Colonial colleges

The Colonial Colleges are nine institutions of higher education chartered in the American Colonies before the United States of America became a sovereign nation after the American Revolution.[1] These nine have long been considered together, notably in the survey of their origins in the 1907 The Cambridge History of English and American Literature.[2] Seven of the nine colonial colleges are part of the Ivy League athletic conference: Harvard, Yale, Princeton, Penn, Columbia, Brown, and Dartmouth. (The eighth member of the Ivy League, Cornell University, was founded in 1865.)

The two colonial colleges not in the Ivy League are now both public universitiesThe College of William & Mary and Rutgers University, the state university of New Jersey. William & Mary was a private institution from 1693 until just after the American Civil War, when it received some support from the state. It became public in 1906. Rutgers became the State University of New Jersey after World War II.

The Ten Colonial Colleges

Seven of the ten colonial colleges began their histories as institutions of higher learning de novo (i.e., with no predecessor parent organization). Dartmouth College began operating in 1768 as the collegiate department of Moor's Charity School, a secondary school started in 1754 by Dartmouth founder Eleazar Wheelock. Dartmouth considers its founding date to be 1769, when it was granted a collegiate charter. The University of Pennsylvania began operating in 1751 as a secondary school, the Academy of Philadelphia, and added an institution of higher education in 1755 with the granting of a charter to the College of Philadelphia. The University of Henrico was dissolved by King James in 1624, seizing its assets.

Institution (present name, where different) Colony Founded Chartered First instruction (degrees) Primary religious influence Ivy League
Henricus Colledge
(University of Henrico) Defunct 1624
Colony of Virginia 1618 1618 Puritan-Anglican No
New College[nb 1]
(Harvard University)
Massachusetts Bay Colony 1636 1650 1642 (1642) Puritan (Congregational) Yes
The College of William & Mary Colony and Dominion of Virginia 1693[nb 2] 1693 Church of England[nb 3] No
Collegiate School
(Yale University)
Connecticut Colony 1701 1701 Puritan (Congregational) Yes
College of New Jersey
(Princeton University)
Province of New Jersey 1746 1746 1747 (1748) Presbyterian but officially nonsectarian Yes
College of Philadelphia
(University of Pennsylvania)
Province of Pennsylvania 1740[nb 4] 1755 1755 (1757) Church of England but officially nonsectarian[9][nb 5] Yes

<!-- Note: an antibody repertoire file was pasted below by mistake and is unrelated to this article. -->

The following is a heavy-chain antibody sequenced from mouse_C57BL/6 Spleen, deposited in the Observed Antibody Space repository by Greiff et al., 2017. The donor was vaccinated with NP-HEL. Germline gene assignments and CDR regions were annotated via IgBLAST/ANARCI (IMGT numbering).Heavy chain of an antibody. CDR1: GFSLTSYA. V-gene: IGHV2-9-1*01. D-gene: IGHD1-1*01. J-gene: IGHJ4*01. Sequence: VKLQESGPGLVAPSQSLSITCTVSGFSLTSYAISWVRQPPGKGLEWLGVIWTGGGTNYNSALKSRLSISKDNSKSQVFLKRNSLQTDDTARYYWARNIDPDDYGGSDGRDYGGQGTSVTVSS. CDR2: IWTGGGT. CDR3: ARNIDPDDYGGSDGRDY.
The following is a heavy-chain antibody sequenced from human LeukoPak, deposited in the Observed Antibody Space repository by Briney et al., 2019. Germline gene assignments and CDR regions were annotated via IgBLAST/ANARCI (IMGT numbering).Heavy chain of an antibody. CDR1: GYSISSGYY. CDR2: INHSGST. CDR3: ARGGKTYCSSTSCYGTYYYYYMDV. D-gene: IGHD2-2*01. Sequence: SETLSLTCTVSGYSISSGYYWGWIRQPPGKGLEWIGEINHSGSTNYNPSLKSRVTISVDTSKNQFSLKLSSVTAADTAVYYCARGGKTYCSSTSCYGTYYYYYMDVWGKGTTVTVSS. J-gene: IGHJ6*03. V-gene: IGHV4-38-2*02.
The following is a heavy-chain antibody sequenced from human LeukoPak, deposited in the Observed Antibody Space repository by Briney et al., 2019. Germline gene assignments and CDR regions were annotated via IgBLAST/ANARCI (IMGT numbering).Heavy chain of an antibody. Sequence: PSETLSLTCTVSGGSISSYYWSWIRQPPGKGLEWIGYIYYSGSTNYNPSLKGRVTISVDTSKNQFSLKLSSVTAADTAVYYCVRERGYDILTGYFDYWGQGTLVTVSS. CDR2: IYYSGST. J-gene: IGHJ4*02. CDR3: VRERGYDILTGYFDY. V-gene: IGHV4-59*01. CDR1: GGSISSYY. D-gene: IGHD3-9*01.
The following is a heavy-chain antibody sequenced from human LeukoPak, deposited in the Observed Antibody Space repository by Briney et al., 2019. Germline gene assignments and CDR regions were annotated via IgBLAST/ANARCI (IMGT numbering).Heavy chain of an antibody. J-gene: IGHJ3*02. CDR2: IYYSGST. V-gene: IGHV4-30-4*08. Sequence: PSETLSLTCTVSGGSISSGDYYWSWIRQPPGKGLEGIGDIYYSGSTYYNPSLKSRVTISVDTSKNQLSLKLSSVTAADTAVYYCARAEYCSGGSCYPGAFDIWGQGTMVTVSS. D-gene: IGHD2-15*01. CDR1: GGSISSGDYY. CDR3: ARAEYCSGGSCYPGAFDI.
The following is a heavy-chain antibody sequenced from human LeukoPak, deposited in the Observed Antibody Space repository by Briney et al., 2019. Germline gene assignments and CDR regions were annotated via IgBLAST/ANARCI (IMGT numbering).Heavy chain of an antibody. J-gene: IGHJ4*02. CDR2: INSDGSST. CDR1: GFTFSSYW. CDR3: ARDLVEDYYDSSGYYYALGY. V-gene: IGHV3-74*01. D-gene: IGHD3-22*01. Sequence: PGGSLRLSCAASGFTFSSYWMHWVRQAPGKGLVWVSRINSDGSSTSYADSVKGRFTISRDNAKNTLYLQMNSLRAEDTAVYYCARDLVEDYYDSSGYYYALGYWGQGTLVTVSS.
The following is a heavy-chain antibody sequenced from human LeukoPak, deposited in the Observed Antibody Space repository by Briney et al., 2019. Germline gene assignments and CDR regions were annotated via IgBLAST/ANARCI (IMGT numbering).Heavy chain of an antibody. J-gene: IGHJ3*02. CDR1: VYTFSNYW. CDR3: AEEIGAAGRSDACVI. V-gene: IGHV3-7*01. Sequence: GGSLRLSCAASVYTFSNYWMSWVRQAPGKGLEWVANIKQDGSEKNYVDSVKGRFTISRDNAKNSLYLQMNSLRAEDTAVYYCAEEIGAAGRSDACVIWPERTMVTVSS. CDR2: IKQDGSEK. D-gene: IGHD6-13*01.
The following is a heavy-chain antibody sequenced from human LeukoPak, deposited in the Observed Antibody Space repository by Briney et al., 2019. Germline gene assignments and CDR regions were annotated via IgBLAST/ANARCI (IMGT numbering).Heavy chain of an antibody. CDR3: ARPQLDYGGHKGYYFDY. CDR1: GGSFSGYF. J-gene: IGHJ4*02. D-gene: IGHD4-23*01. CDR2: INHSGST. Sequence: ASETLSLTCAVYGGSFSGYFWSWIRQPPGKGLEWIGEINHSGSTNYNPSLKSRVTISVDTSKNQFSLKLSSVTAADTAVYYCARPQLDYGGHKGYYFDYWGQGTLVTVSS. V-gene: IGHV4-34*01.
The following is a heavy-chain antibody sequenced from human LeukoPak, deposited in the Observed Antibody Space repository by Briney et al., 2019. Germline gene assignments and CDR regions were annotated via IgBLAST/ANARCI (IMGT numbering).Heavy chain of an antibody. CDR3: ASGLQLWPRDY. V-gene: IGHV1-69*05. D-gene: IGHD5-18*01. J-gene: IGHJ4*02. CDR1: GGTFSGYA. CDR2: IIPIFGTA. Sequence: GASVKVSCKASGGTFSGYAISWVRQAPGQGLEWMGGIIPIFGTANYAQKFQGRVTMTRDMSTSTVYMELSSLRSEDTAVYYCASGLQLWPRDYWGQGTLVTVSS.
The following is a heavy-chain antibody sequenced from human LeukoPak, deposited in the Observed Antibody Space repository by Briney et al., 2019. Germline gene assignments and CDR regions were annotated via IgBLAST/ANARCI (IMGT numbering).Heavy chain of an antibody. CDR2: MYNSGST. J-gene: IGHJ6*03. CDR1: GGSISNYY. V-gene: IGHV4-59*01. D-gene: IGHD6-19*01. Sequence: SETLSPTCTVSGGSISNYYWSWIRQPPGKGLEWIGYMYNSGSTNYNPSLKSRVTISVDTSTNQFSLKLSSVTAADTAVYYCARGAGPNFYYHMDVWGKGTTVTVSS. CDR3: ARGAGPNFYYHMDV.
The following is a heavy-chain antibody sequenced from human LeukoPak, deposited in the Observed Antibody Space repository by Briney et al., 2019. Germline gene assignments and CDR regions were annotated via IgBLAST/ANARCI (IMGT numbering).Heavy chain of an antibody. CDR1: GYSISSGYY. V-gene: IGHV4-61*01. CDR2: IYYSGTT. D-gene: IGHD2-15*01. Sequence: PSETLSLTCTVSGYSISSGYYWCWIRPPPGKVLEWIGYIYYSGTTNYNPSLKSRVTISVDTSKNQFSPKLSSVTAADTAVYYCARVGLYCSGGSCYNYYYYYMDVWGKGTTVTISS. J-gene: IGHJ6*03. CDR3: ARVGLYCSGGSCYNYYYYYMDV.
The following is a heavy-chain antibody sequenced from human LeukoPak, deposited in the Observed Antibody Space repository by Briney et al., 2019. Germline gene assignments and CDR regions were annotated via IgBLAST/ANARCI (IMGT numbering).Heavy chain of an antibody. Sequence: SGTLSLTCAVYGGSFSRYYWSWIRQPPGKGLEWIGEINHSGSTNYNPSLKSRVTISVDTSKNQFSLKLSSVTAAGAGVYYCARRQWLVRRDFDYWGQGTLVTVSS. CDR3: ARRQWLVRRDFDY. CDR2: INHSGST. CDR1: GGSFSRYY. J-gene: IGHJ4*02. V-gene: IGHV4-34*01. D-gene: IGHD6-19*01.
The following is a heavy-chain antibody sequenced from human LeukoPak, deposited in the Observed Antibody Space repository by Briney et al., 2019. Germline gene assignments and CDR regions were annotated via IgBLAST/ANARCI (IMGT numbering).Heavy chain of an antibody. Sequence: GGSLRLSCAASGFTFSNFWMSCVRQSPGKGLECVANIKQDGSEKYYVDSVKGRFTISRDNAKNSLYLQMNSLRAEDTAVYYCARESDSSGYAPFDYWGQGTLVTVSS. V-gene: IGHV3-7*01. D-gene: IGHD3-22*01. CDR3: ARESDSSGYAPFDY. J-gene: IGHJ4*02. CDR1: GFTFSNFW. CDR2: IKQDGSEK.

King's College
(Columbia University in the City of New York)
Province of New York 1754 1754 Church of England with a policy of commitment to "religious liberty."[14] Yes
Rhode Island College[15] (chartered as the College or University in the English Colony of Rhode Island and Providence Plantations, in New England, in America[16])
(Brown University)
Colony of Rhode Island and Providence Plantations 1764 1764 Baptist (no religious requirement for admissions)[nb 6] Yes
Queen's College
(Rutgers, The State University of New Jersey)
Province of New Jersey 1766 1766 1771 (1774) Dutch Reformed No
Dartmouth College Province of New Hampshire 1769 1769 1768 (1771)[nb 7] Puritan (Congregational) Yes

Other colonial-era foundations

Several other colleges and universities can be traced to colonial-era "academies" or "schools," but are not considered Colonial Colleges because they were not formally chartered as colleges with degree-granting powers until after the formation of the United States of America in 1776. Listed below are the founding dates of the schools which served as predecessor entities and the years in which they were chartered to operate an institution of higher learning as well.

Institution (present name, where different) Colony/State Founded Chartered Religious Influence
King William's School, Annapolis
(St. John's College)
Province of Maryland 1696 1784 Non-sectarian
Kent County Free School
(Washington College)
Province of Maryland 1723 1782 Non-sectarian
Bethlehem Female Seminary
(Moravian College)
Province of Pennsylvania 1742 1863 Moravian Church
Free School
(University of Delaware)
Delaware Colony 1743 1833 Non-sectarian
Augusta Academy
(Washington and Lee University)
Colony and Dominion of Virginia 1749 1782 Presbyterian
College of Charleston Province of South Carolina 1770 1785 Church of England
Pittsburgh Academy
(University of Pittsburgh)
Province/Commonwealth of Pennsylvania[nb 8] 1770?[18] 1787 Non-sectarian
Little Girls' School
(Salem College)
Province of North Carolina 1772 1866 Moravian Church
Dickinson College Province of Pennsylvania 1773 1783 Presbyterian
Hampden–Sydney College Colony and Dominion of Virginia 1775 1783 Presbyterian

See also



Template:Lists of European universities and colleges by era

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